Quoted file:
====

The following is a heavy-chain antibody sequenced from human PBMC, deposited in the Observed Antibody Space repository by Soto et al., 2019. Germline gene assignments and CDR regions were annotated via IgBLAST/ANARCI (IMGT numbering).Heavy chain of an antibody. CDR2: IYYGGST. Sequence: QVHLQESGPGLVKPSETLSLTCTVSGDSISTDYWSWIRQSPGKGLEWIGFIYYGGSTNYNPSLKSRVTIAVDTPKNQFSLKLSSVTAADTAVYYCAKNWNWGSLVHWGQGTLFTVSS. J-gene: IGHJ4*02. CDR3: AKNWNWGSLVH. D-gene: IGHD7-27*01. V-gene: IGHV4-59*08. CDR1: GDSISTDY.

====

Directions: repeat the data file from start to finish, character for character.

The following is a heavy-chain antibody sequenced from human PBMC, deposited in the Observed Antibody Space repository by Soto et al., 2019. Germline gene assignments and CDR regions were annotated via IgBLAST/ANARCI (IMGT numbering).Heavy chain of an antibody. CDR2: IYYGGST. Sequence: QVHLQESGPGLVKPSETLSLTCTVSGDSISTDYWSWIRQSPGKGLEWIGFIYYGGSTNYNPSLKSRVTIAVDTPKNQFSLKLSSVTAADTAVYYCAKNWNWGSLVHWGQGTLFTVSS. J-gene: IGHJ4*02. CDR3: AKNWNWGSLVH. D-gene: IGHD7-27*01. V-gene: IGHV4-59*08. CDR1: GDSISTDY.